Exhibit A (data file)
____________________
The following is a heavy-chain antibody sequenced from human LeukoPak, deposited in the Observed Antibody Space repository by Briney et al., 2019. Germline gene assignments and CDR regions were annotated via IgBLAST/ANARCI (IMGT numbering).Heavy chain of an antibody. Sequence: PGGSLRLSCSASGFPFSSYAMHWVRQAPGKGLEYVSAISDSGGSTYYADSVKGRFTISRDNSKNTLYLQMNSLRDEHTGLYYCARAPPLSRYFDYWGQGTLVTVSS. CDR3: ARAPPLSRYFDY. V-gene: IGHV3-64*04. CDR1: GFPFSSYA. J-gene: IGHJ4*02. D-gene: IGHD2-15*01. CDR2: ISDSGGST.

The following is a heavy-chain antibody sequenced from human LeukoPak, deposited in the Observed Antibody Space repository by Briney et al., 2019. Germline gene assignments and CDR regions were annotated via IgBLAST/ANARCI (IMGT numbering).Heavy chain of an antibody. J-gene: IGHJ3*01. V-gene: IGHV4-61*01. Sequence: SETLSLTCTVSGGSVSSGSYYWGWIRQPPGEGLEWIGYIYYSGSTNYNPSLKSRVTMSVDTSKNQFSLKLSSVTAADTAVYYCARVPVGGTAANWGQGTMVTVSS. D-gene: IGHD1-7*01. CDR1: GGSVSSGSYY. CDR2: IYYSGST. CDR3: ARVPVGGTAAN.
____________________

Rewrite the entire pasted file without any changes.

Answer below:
The following is a heavy-chain antibody sequenced from human LeukoPak, deposited in the Observed Antibody Space repository by Briney et al., 2019. Germline gene assignments and CDR regions were annotated via IgBLAST/ANARCI (IMGT numbering).Heavy chain of an antibody. Sequence: PGGSLRLSCSASGFPFSSYAMHWVRQAPGKGLEYVSAISDSGGSTYYADSVKGRFTISRDNSKNTLYLQMNSLRDEHTGLYYCARAPPLSRYFDYWGQGTLVTVSS. CDR3: ARAPPLSRYFDY. V-gene: IGHV3-64*04. CDR1: GFPFSSYA. J-gene: IGHJ4*02. D-gene: IGHD2-15*01. CDR2: ISDSGGST.

The following is a heavy-chain antibody sequenced from human LeukoPak, deposited in the Observed Antibody Space repository by Briney et al., 2019. Germline gene assignments and CDR regions were annotated via IgBLAST/ANARCI (IMGT numbering).Heavy chain of an antibody. J-gene: IGHJ3*01. V-gene: IGHV4-61*01. Sequence: SETLSLTCTVSGGSVSSGSYYWGWIRQPPGEGLEWIGYIYYSGSTNYNPSLKSRVTMSVDTSKNQFSLKLSSVTAADTAVYYCARVPVGGTAANWGQGTMVTVSS. D-gene: IGHD1-7*01. CDR1: GGSVSSGSYY. CDR2: IYYSGST. CDR3: ARVPVGGTAAN.